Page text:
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back to article Martian lakes seen where NASA Curiosity rover WON'T BE GOING

The European Space Agency says its probe craft in orbit above Mars has seen strong evidence of ancient lakes and rivers - but at a location which WON'T be visited by NASA's nuclear-powered Curiosity rover, which will come in to land on the red planet on Monday. Orbital imagery of Martian craters. Credit: ESA Look! Wet as you …

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`miffed`

Quote: It would seem that the ESA, in announcing Mars Express' amazing new discoveries just days before Curiosity comes in to land (the imagery was actually taken in April) may be indicating that it is a tiny bit miffed by the fact that the Holden/Eberswalde/Ladon region didn't get beyond the shortlist.

I hate to be seen as a smug bastard, but you (the ESA) can send up your own probe and have a look-see, if you want. NASA probably won't mind.

BTW, fingers crossed for a successful landing, for Mars has this appetite for eating spacecraft `for lunch`.

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Happy

Re: `miffed`

They are intending to, in the 2016 and 2018 missions.

The 2018 mission is even hopinh to bring some stuff back!

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Coat

"HRSC orbit 10602"

This sounds like some bank has really been blown sky-high this time.

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Go

"Why build one..."

"...when you can build two for twice the price."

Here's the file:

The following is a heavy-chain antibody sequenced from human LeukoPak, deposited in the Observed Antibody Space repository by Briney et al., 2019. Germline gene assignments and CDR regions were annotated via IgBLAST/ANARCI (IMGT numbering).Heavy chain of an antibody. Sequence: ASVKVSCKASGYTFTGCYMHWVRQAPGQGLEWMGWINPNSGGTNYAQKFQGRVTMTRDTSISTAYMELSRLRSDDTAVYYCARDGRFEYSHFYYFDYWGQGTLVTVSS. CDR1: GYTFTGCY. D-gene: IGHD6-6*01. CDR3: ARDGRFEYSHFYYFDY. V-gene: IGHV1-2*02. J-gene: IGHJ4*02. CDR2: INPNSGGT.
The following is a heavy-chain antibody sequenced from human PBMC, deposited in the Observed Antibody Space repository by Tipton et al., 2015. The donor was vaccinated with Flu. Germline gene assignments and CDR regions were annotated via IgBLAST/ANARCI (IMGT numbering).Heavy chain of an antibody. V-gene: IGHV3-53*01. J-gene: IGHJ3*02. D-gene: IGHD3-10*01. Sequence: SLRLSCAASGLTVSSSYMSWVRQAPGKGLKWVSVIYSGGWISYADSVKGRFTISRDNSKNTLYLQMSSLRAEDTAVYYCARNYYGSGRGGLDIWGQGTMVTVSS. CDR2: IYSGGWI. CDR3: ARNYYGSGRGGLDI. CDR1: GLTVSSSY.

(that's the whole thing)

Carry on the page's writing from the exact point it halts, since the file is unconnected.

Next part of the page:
So, they already have a rover design, launch and landing system figured out, and now experience with it. Why not just send up a second one? It seriously can't cost near as much as the first one since all the hard stuff is done.

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Silver badge

Re: "Why build one..."

ESA's ExoMars is due to put a rover down on the Red Planet in 2016 with a Russian rover following in 2018. NASA cancelled all involvement in the project earlier this year so there are no further American landers planned at the moment.

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Re: "Why build one..."

NASA's 2013 budget cut its support for the 2016 ESA ExoMars mission to divert money towards the James Webb Telescope which has gone horribly overbudget.

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Re: "Why build one..."

They do that all the time, but the second must be kept secret, and built by the Japanese subcontractors.

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Thumb Up

Mars must be looking really big about now

Go, plucky, not-so-little, lander!

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Anonymous Coward

Did no one think...?

That the reason they did not choose this place was because Martians are the ones who are pulling the strings at NASA and they don't want a 1 tonne SUV landing on their favourite dacha by the lake?

How come "Anonymous cowards cannot choose their icon"!!??

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Anonymous Coward

Re: Did no one think...?

"That the reason they did not choose this place was because Martians are the ones who are pulling the strings at NASA"

Congratulations to you sir for not coming up with one of those half-arsed, self-doubting conspiracy theories, and going the whole mile instead. :)

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Eggs and baskets

Yes, water and life are the most important questions about Mars.

But the Gale crater will make available information about a large stretch of Mars' geological history. So instead of just answering one question - if the water really was there - it will answer many questions. So it's by far the safer bet for a worthwhile scientific return.

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